Kosher companies are also smaller than many other meat producers, so they lack economies of scale in marketing and logistics, Cornell's Regenstein said.
"There are a number of factors that lead to higher prices — the same types of questions can be asked of folks selling natural meat at Whole Foods versus buying Tyson's products at Wal-Mart," he said.
A handful of meat producers, including Agriprocessors, Alle Processing and Aurora Packing Company Inc., dominate the North American kosher beef industry — giving the few players pricing power. The poultry market is similar. Empire Kosher Inc. and Marvid Poultry Canada, are the top chicken sellers. Marvid raised wholesale prices for a pound of regular chicken from $1.30 to $1.62 in mid-May as the U.S. dollar remained weak against the Canadian currency.
While many grocery stores carry some packaged kosher meat, shoppers looking for fresh cuts depend on kosher butchers. Many cities and towns have one or none.
That sends some observant Jews on hours-long car trips to buy meat. Jamie Pletter, who works for an oral surgeon in Ithaca, N.Y., drives 200 miles to Monsey, N.Y., which has a large Orthodox Jewish community, once every two months or so to stock up.
"I like being able to see what it is I'm getting," she said.
Beyond the possibility that the Agriprocessors raid will make kosher meat more expensive, the arrests have revived questions about labor practices and kosher meat within the Jewish community. The Forward, a Jewish weekly, has been investigating the company's labor practices for years, raising questions about whether meat can truly be kosher if it is produced by abused workers.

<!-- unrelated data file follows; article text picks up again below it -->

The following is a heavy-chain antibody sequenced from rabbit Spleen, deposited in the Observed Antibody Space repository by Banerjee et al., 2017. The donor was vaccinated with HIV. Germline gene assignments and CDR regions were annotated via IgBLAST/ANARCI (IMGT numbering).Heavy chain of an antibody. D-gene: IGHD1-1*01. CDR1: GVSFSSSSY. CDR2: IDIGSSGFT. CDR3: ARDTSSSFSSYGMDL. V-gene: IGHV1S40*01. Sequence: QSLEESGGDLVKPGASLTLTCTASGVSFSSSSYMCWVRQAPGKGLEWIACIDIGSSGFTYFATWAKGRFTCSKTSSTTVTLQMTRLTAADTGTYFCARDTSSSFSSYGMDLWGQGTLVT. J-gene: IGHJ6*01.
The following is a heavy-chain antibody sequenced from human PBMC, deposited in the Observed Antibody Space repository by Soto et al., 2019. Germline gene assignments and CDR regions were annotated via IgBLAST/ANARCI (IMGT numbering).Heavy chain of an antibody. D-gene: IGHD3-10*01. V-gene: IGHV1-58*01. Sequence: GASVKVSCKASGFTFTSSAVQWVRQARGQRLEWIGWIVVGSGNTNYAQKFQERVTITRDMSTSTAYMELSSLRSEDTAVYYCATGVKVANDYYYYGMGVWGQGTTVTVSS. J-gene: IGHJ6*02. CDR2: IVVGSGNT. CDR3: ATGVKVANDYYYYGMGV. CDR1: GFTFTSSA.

A search warrant for the raid stated that a former Agriprocessors supervisor said weapons were carried at the plant and the supervisor had discovered a methamphetamine lab there. The warrant also said a rabbi at the plant berated workers and threw meat at them, and a supervisor had taped a Guatemalan man's eyes shut with duct tape, then struck him with a meat hook.
Some Jewish groups, including the Jewish Labor Committee, have called for a boycott of the company's meat.
The United Synagogue of Conservative Judaism, which represents conservative congregations, said that as kosher laws seek "to diminish animal suffering and offer a humane method of slaughter, it is bitterly ironic that a plant producing kosher meat be guilty of inflicting any kind of human suffering."